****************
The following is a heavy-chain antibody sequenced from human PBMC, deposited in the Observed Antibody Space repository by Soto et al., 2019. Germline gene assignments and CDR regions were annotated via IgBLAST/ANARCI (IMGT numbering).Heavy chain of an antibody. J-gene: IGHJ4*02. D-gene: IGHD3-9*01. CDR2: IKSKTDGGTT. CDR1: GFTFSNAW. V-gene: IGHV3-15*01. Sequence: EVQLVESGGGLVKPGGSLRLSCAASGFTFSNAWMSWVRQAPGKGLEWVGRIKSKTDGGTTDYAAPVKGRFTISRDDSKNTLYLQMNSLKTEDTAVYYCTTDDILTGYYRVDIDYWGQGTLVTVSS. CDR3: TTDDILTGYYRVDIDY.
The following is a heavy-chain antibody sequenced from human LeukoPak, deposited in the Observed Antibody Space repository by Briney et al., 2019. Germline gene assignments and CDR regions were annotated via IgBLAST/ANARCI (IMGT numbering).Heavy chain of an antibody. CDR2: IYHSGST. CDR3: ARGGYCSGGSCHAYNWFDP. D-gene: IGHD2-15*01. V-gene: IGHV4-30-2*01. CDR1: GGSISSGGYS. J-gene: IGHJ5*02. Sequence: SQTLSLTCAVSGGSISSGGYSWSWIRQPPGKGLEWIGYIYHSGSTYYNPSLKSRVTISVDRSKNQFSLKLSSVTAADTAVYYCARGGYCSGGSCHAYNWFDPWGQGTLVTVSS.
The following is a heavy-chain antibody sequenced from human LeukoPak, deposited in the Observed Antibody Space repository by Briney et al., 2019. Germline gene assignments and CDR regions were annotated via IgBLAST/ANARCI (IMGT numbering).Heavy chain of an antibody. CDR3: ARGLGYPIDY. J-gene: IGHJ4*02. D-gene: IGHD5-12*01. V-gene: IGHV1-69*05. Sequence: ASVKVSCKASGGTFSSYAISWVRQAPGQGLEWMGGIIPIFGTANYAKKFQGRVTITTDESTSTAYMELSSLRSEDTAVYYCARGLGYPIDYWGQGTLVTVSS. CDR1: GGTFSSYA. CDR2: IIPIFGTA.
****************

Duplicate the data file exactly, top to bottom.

The following is a heavy-chain antibody sequenced from human PBMC, deposited in the Observed Antibody Space repository by Soto et al., 2019. Germline gene assignments and CDR regions were annotated via IgBLAST/ANARCI (IMGT numbering).Heavy chain of an antibody. J-gene: IGHJ4*02. D-gene: IGHD3-9*01. CDR2: IKSKTDGGTT. CDR1: GFTFSNAW. V-gene: IGHV3-15*01. Sequence: EVQLVESGGGLVKPGGSLRLSCAASGFTFSNAWMSWVRQAPGKGLEWVGRIKSKTDGGTTDYAAPVKGRFTISRDDSKNTLYLQMNSLKTEDTAVYYCTTDDILTGYYRVDIDYWGQGTLVTVSS. CDR3: TTDDILTGYYRVDIDY.
The following is a heavy-chain antibody sequenced from human LeukoPak, deposited in the Observed Antibody Space repository by Briney et al., 2019. Germline gene assignments and CDR regions were annotated via IgBLAST/ANARCI (IMGT numbering).Heavy chain of an antibody. CDR2: IYHSGST. CDR3: ARGGYCSGGSCHAYNWFDP. D-gene: IGHD2-15*01. V-gene: IGHV4-30-2*01. CDR1: GGSISSGGYS. J-gene: IGHJ5*02. Sequence: SQTLSLTCAVSGGSISSGGYSWSWIRQPPGKGLEWIGYIYHSGSTYYNPSLKSRVTISVDRSKNQFSLKLSSVTAADTAVYYCARGGYCSGGSCHAYNWFDPWGQGTLVTVSS.
The following is a heavy-chain antibody sequenced from human LeukoPak, deposited in the Observed Antibody Space repository by Briney et al., 2019. Germline gene assignments and CDR regions were annotated via IgBLAST/ANARCI (IMGT numbering).Heavy chain of an antibody. CDR3: ARGLGYPIDY. J-gene: IGHJ4*02. D-gene: IGHD5-12*01. V-gene: IGHV1-69*05. Sequence: ASVKVSCKASGGTFSSYAISWVRQAPGQGLEWMGGIIPIFGTANYAKKFQGRVTITTDESTSTAYMELSSLRSEDTAVYYCARGLGYPIDYWGQGTLVTVSS. CDR1: GGTFSSYA. CDR2: IIPIFGTA.